Updated from 2:40 p.m. EST



is still hurting, and the tech titan may be looking to spread its pain to partners like


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Investors will tune in Tuesday before the bell -- when Motorola reports earnings -- to hear a strategy update from handset chief and co-CEO Sanjay Jha, who was brought in last year to save the phone business.

Two potential moves might give Motorola more breathing room, but the effort will not put suppliers like Qualcomm and Microsoft at ease.

It was a joyless year in Schaumburg, Ill. Not only did Motorola's sales drop 18%, but the former phone giant also managed to fall from No. 2 to the back of the pack behind Nokia, Samsung, LG and Sony Ericsson.

With no wildly popular phones in production, Motorola's shrinkage continues. Last month, the company


that in the fourth quarter it swung to a 6-cent-a-share adjusted loss on $7.1 billion in sales. Executives brandished the ax for the second time in three months and announced plans to cut an additional 4,000 workers, taking the total cut target to 7,000.

Competition is heating up in the smartphone market. Not only is



showing signs of renewal with its Pre touch-screen phone, and


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getting closer to a much-anticipated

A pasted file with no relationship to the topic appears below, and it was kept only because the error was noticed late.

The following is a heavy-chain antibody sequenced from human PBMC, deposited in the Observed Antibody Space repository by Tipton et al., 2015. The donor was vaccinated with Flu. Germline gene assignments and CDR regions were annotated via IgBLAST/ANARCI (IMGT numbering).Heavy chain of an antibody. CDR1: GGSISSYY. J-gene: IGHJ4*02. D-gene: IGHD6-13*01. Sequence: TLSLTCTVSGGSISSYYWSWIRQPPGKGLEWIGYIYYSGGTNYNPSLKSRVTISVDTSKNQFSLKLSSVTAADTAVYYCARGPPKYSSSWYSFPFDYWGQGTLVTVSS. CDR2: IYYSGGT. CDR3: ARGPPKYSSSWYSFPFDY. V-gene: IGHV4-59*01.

debut in smartphones

. Meanwhile,


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is expected to introduce more versions of the iPhone. And

Research In Motion


continues to make a good stand with its new devices.

Fighting for its survival, Motorola has some hard decisions to make.

One possibility: In light of



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new favorable deal over licensing fees and royalties with Qualcomm, Motorola may look to strike its own lower rate.

"We suspect Motorola is renegotiating its royalty agreement -- an amazing two years or more before its current contract actually expires," JPMorgan analyst Ehud Gelblum wrote in a Qualcomm research note.

Motorola declined to comment on possible Qualcomm negotiations. Qualcomm, on its earnings call last month, declined to identify which of its manufacturing partners it was negotiating with.

For Qualcomm investors, the concern is that Nokia's terms could spread to other players and cut into its 3G royalty rate revenue.

Another troubling sign for a tech partner was the

report Friday

in the

South Florida Business Journal

that Motorola was firing 77 workers and will no longer conduct new Microsoft Windows mobile development at its Plantation, Fla. facility.

Smartphones are the biggest growing segment of the mobile-phone sector, and Motorola has already

shown signs

that it is moving toward


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Android operating system.

Motorola says nothing has changed. "We continue to focus on Windows Mobile as one of our software platforms," the company said in a statement Monday.

That could change, however, as Motorola retrenches, leaving Microsoft vulnerable at a tough time.

Microsoft's grip on the smartphone industry could start slipping as Apple's iPhone takes off and Research In Motion continues to grow its niche.

Motorola shares closed up 2.5% to $4.54 in trading Monday.